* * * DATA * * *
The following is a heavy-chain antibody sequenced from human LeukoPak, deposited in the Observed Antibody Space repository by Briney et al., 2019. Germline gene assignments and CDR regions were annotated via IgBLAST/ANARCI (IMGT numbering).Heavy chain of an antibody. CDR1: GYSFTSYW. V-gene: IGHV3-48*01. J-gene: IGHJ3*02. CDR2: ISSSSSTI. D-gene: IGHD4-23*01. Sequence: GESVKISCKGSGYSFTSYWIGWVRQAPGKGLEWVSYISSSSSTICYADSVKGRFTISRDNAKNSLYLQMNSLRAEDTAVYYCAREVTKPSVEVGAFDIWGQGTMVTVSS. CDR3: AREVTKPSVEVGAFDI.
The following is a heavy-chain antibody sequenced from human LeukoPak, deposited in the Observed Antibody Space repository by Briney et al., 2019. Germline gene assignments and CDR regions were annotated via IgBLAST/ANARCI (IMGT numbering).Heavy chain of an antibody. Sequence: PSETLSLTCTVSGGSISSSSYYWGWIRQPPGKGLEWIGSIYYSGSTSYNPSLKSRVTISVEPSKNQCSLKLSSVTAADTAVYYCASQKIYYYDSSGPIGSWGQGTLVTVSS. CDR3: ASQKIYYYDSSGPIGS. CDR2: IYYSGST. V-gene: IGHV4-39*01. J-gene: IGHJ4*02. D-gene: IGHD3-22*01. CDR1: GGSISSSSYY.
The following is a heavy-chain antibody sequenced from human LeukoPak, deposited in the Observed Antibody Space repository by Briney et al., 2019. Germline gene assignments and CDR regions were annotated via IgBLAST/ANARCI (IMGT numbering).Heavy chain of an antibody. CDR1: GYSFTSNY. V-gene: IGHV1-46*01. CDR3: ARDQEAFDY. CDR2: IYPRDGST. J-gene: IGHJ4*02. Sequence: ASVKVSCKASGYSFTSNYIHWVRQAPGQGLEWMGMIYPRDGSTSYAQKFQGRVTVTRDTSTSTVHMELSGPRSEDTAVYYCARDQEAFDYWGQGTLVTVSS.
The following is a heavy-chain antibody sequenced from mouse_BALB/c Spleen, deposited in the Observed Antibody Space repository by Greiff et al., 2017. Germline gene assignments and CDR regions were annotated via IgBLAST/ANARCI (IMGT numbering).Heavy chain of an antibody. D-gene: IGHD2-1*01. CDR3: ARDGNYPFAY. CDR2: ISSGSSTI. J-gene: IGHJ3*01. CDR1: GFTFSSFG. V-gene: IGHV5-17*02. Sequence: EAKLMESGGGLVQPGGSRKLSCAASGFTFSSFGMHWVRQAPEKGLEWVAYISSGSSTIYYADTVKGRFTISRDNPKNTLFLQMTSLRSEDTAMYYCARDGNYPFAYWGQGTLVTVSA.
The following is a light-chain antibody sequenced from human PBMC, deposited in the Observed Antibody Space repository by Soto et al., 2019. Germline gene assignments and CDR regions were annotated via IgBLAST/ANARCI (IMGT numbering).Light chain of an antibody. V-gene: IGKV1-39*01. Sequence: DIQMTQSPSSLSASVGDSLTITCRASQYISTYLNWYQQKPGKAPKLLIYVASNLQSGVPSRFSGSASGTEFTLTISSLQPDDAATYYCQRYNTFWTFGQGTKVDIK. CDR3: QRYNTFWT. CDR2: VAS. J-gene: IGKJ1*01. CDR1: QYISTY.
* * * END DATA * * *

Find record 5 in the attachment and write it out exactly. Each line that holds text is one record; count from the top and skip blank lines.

The following is a light-chain antibody sequenced from human PBMC, deposited in the Observed Antibody Space repository by Soto et al., 2019. Germline gene assignments and CDR regions were annotated via IgBLAST/ANARCI (IMGT numbering).Light chain of an antibody. V-gene: IGKV1-39*01. Sequence: DIQMTQSPSSLSASVGDSLTITCRASQYISTYLNWYQQKPGKAPKLLIYVASNLQSGVPSRFSGSASGTEFTLTISSLQPDDAATYYCQRYNTFWTFGQGTKVDIK. CDR3: QRYNTFWT. CDR2: VAS. J-gene: IGKJ1*01. CDR1: QYISTY.